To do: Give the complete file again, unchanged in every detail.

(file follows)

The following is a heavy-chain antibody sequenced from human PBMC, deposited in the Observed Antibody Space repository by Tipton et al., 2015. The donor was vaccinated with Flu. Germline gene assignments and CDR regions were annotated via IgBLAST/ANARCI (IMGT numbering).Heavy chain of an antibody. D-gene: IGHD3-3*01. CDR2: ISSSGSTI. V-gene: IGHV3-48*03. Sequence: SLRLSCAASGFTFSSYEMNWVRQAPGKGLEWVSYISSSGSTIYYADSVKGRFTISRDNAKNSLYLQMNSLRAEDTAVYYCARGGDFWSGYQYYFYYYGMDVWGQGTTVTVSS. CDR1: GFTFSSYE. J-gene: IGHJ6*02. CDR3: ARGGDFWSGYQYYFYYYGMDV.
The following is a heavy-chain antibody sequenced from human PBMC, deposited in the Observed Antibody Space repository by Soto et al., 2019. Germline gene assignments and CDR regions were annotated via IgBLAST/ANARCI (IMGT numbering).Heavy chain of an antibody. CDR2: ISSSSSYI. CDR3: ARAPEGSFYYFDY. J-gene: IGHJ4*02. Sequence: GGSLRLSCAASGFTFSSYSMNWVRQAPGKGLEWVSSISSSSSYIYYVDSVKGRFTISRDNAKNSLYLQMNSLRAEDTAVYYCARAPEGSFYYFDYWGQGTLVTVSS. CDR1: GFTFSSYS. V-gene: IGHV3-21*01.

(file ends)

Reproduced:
The following is a heavy-chain antibody sequenced from human PBMC, deposited in the Observed Antibody Space repository by Tipton et al., 2015. The donor was vaccinated with Flu. Germline gene assignments and CDR regions were annotated via IgBLAST/ANARCI (IMGT numbering).Heavy chain of an antibody. D-gene: IGHD3-3*01. CDR2: ISSSGSTI. V-gene: IGHV3-48*03. Sequence: SLRLSCAASGFTFSSYEMNWVRQAPGKGLEWVSYISSSGSTIYYADSVKGRFTISRDNAKNSLYLQMNSLRAEDTAVYYCARGGDFWSGYQYYFYYYGMDVWGQGTTVTVSS. CDR1: GFTFSSYE. J-gene: IGHJ6*02. CDR3: ARGGDFWSGYQYYFYYYGMDV.
The following is a heavy-chain antibody sequenced from human PBMC, deposited in the Observed Antibody Space repository by Soto et al., 2019. Germline gene assignments and CDR regions were annotated via IgBLAST/ANARCI (IMGT numbering).Heavy chain of an antibody. CDR2: ISSSSSYI. CDR3: ARAPEGSFYYFDY. J-gene: IGHJ4*02. Sequence: GGSLRLSCAASGFTFSSYSMNWVRQAPGKGLEWVSSISSSSSYIYYVDSVKGRFTISRDNAKNSLYLQMNSLRAEDTAVYYCARAPEGSFYYFDYWGQGTLVTVSS. CDR1: GFTFSSYS. V-gene: IGHV3-21*01.